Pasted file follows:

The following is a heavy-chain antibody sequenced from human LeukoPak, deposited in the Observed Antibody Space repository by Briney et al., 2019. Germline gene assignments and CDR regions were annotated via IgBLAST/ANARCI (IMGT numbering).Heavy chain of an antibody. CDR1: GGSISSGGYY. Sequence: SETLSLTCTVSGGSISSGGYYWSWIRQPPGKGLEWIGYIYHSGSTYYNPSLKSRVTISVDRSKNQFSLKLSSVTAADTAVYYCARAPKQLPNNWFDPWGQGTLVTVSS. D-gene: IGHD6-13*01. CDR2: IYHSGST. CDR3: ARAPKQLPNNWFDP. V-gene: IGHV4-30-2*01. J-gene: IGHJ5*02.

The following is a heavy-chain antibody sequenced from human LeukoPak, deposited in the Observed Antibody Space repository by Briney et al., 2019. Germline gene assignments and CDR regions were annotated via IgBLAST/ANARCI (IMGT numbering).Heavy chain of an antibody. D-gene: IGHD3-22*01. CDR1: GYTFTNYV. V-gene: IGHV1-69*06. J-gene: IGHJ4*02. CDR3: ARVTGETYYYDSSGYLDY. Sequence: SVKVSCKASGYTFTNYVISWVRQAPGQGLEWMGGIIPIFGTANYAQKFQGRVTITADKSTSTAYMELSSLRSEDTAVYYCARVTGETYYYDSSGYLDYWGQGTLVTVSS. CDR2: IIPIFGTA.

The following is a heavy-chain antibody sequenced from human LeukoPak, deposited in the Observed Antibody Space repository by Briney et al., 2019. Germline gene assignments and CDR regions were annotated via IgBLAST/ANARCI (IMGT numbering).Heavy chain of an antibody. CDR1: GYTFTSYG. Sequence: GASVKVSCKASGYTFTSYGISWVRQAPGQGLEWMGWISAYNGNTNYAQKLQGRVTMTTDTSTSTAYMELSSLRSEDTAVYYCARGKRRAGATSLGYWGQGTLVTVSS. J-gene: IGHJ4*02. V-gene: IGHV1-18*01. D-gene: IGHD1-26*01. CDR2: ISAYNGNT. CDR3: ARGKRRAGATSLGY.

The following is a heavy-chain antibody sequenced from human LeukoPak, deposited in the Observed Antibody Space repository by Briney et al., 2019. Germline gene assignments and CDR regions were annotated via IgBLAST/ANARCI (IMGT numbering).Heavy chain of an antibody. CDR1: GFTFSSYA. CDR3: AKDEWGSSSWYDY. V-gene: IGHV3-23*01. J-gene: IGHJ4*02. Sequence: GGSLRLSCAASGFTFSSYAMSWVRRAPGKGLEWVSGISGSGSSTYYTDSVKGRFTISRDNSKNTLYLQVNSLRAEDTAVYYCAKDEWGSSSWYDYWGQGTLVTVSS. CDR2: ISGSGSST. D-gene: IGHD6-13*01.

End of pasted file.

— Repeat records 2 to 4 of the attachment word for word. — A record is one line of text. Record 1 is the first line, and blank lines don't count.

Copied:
The following is a heavy-chain antibody sequenced from human LeukoPak, deposited in the Observed Antibody Space repository by Briney et al., 2019. Germline gene assignments and CDR regions were annotated via IgBLAST/ANARCI (IMGT numbering).Heavy chain of an antibody. D-gene: IGHD3-22*01. CDR1: GYTFTNYV. V-gene: IGHV1-69*06. J-gene: IGHJ4*02. CDR3: ARVTGETYYYDSSGYLDY. Sequence: SVKVSCKASGYTFTNYVISWVRQAPGQGLEWMGGIIPIFGTANYAQKFQGRVTITADKSTSTAYMELSSLRSEDTAVYYCARVTGETYYYDSSGYLDYWGQGTLVTVSS. CDR2: IIPIFGTA.

The following is a heavy-chain antibody sequenced from human LeukoPak, deposited in the Observed Antibody Space repository by Briney et al., 2019. Germline gene assignments and CDR regions were annotated via IgBLAST/ANARCI (IMGT numbering).Heavy chain of an antibody. CDR1: GYTFTSYG. Sequence: GASVKVSCKASGYTFTSYGISWVRQAPGQGLEWMGWISAYNGNTNYAQKLQGRVTMTTDTSTSTAYMELSSLRSEDTAVYYCARGKRRAGATSLGYWGQGTLVTVSS. J-gene: IGHJ4*02. V-gene: IGHV1-18*01. D-gene: IGHD1-26*01. CDR2: ISAYNGNT. CDR3: ARGKRRAGATSLGY.

The following is a heavy-chain antibody sequenced from human LeukoPak, deposited in the Observed Antibody Space repository by Briney et al., 2019. Germline gene assignments and CDR regions were annotated via IgBLAST/ANARCI (IMGT numbering).Heavy chain of an antibody. CDR1: GFTFSSYA. CDR3: AKDEWGSSSWYDY. V-gene: IGHV3-23*01. J-gene: IGHJ4*02. Sequence: GGSLRLSCAASGFTFSSYAMSWVRRAPGKGLEWVSGISGSGSSTYYTDSVKGRFTISRDNSKNTLYLQVNSLRAEDTAVYYCAKDEWGSSSWYDYWGQGTLVTVSS. CDR2: ISGSGSST. D-gene: IGHD6-13*01.